When Martin Amis spoke to GQ about his 60th birthday, he seemed defeated, noting: “It all ends in dissolution and chaos and indignity and tears.” We can only imagine what he’s thinking today, with the passing of another birthday. While the British novelist ponders mortality with cranky resignation, we’ve gathered a few of Amis’ must-read cultural reviews and essays on literature, art, film, porn, and politics.
Amis on Steven Spielberg
“His line to the common heart is so direct that he unmans you with the frailty of your own defences, and the transparency of your most intimate fears and hopes.”
This 1983 essay reveals that Amis was absolutely “bewildered” over Spielberg’s E.T. He even admits to shedding a few tears. Amis describes the director as a “genius” and appreciates his uncynical approach to storytelling. Opposites really do attract.
Amis on Vladimir Nabokov
“Writers lead a double life. And they die doubly, too. This is modern literature’s dirty little secret. Writers die twice: once when the body dies, and once when the talent dies.”
Shortly after Nabokov’s The Original of Laura was published in 2009, his incomplete and final novel that he requested be destroyed upon his death, Amis penned this essay on the “Nabokovian essence” and “a genius in decline.”
Amis on J. G. Ballard
“Ballard is beleaguered by his obsessions. Mood and setting are identical in him. He had very little interest in human beings in the conventional sense (and no ear for dialogue); he is remorselessly visual.”
Amis remembers the SF novelist (“all purists call science fiction SF, and have nothing but contempt for “sci fi”) and waxes poetic about the “creaminess of his prose.” His anecdotes are touching. The elder Amis was a supporter of Ballard’s early work, but it seems the friendship didn’t last.
Amis on Hillary Rodham Clinton
“Our baser instincts will always want to turn the First Lady into the Last Lady. And the resentment would seem to have its sexual component. What these women have in common is that they go to bed with presidents.”
Amis on Don DeLillo
“I long ago assented to DeLillo’s unspoken premise — that fiction exaggerates the ever-weakening power of motive in human dealings. Yes, it does; but there’s a reason for that. Motive tends to provide coherence, and fiction needs things that cohere.”
Amis on horror cinema (Child’s Play 3)
“What we have to imagine is a mind that, on exposure to Chucky, is already brimful of Chucky and things like Chucky. Then, even if you mix in psychopathology, stupidity, moral deformation, dreams of omnipotence and sadism, and whatever else, Chucky is unlikely to affect anything but the style of your subsequent atrocities.”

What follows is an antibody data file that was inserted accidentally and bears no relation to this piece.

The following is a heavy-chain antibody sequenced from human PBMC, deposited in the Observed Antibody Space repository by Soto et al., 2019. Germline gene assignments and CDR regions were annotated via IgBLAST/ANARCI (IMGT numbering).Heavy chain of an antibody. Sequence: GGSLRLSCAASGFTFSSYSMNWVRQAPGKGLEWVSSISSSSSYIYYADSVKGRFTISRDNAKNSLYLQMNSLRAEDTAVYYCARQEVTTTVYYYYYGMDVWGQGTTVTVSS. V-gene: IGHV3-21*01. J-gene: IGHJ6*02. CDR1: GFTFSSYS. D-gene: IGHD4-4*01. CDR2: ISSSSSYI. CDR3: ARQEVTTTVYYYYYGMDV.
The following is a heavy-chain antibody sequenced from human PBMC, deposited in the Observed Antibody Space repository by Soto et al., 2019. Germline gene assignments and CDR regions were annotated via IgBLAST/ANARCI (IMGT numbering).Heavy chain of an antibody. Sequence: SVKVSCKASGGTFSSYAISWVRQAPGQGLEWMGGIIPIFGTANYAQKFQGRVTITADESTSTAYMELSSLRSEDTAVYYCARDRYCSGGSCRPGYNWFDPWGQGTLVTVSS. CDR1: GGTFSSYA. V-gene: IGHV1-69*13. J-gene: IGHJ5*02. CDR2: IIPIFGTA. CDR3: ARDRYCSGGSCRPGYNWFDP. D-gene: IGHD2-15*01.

Amis on John Updike
“Updike was congenitally unembarrassable and we are the beneficiaries of that. He took the novel onto another plane of intimacy: he took us beyond the bedroom and into the bathroom. It’s as if nothing human seemed closed to his eye.”
Written in memory of the American novelist, Amis praises his “compulsive and unstoppable vividness and musicality.” Months later, Amis reviewed Updike’s posthumously published short fiction collection, My Father’s Tears and Other Stories.
Amis on Andy Warhol
“Warhol was a fame snob, a looks snob, a weight snob, a height snob and an age snob. But he got older, and iller, and was obliged to wander the biological desert of middle-aged gaydom. Childish himself, he became a frustrated parent.”
We get the feeling that Amis and Andy wouldn’t share a bowl of Campbell’s, even if someone paid them. The author picks at Andy’s published diaries, but admits the writings aren’t “without a certain charm.”
Amis on porn
“Porno is a proletarian form. And porno people are a hard-grafting, ill-paid fraternity who, by and large, look out for each other and help each other through. They pay their rent, with the deaths of feelings.”
In case you wanted to read Amis explain the difference between double anal and DP, here’s a 2001 essay on the porn industry.
Amis on Jane Austen
“Each age will bring its peculiar emphasis, and in the current Austen festival our own anxieties stand fully revealed. We like to wallow in the accents and accoutrements of Jane’s world, but our response is predominantly sombre. We notice, above all, the constriction of female opportunity: how brief was their nubility, and yet how slowly and deadeningly time passed within it. We notice how plentiful were the occasions for inflicting social pain, and how interested the powerful were in this infliction. We see how little the powerless had to use against those who might hate them.”
On the cult of Jane Austen in 1996.